As the festival season begins, geofencing can present a challenge for those wishing to keep their privacy as well as the privacy of those with whom they interact or worship. To many Pagans, privacy is of paramount importance.
Even those who may be out of the “broom closet” may still wish that their spiritual or religious life remains private, or at least, under their own control. Many festivals and events have rules about photography and posting images of individuals without their consent. Some festivals go on to include suggestions and rules about consent regarding social media posts and the use of tags.
The purpose of these rules is to ensure the privacy of participants and underscore the importance of consent. But geofencing obviates those rules. Apps can continue to gather location data and if the area is already geofenced, marketers can identify who is that space. Moreover, if a purchase is made at a Pagan event using a smartphone, the payment app has registered the transaction, and often the app service learns the user’s location, mobile provider, and possibly other information as well. The transactions are not uniquely private between the seller and buyer as one might expect in a cash transaction. Those data can then be shared across marketing partners or services.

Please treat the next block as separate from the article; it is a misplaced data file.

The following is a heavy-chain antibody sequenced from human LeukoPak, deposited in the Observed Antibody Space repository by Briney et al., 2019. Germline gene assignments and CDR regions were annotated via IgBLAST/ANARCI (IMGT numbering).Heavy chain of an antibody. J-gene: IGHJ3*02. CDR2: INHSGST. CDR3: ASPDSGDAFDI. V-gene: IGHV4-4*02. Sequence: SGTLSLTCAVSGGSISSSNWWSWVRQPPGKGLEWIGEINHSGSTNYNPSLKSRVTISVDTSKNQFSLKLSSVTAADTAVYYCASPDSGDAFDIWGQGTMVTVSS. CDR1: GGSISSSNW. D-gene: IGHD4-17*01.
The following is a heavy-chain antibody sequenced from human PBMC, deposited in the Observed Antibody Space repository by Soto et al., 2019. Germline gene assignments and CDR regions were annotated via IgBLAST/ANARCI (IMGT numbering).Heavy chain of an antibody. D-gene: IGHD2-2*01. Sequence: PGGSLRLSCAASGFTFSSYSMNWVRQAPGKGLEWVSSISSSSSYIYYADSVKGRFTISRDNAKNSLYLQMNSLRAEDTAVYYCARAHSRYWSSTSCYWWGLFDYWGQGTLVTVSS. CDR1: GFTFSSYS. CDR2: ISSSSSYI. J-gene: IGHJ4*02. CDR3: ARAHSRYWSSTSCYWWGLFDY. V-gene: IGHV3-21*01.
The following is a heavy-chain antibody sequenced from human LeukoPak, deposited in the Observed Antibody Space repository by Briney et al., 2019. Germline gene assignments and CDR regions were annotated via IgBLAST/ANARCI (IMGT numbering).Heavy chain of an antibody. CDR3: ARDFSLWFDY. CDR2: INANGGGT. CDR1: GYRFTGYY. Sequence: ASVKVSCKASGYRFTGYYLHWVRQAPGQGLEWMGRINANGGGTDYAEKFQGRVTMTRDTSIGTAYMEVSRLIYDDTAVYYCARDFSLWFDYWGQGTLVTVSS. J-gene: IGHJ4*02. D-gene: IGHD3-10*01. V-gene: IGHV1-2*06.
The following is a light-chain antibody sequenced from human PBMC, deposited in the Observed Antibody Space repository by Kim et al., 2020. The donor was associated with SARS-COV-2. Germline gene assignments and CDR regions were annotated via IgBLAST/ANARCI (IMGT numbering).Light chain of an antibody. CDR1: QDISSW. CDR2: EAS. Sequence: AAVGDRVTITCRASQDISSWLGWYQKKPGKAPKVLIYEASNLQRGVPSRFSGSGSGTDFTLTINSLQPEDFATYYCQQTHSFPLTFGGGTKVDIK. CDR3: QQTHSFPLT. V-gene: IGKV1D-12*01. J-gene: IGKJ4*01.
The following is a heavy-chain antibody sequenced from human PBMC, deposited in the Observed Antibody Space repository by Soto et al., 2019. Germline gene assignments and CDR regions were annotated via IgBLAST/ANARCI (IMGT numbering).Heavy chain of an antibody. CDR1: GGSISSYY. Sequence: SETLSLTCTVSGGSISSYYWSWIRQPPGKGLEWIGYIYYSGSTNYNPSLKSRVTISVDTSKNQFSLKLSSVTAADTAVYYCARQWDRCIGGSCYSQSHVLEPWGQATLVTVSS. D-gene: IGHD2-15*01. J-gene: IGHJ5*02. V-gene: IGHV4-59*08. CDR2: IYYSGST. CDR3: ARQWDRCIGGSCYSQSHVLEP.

The data that are gathered can also be linked to individuals even outside of payment transactions. National Catholic Reporter recently reported on an organization called CatholicVote. The report highlights the granular use of geofencing.
CatholicVote uses geofencing to identify Catholic churchgoers by linking the phones taken to services to the names of their owners; then they link their names to publicly available voter rolls. This allows the organization to send specific, targeted messages in support of specific candidates and political issues.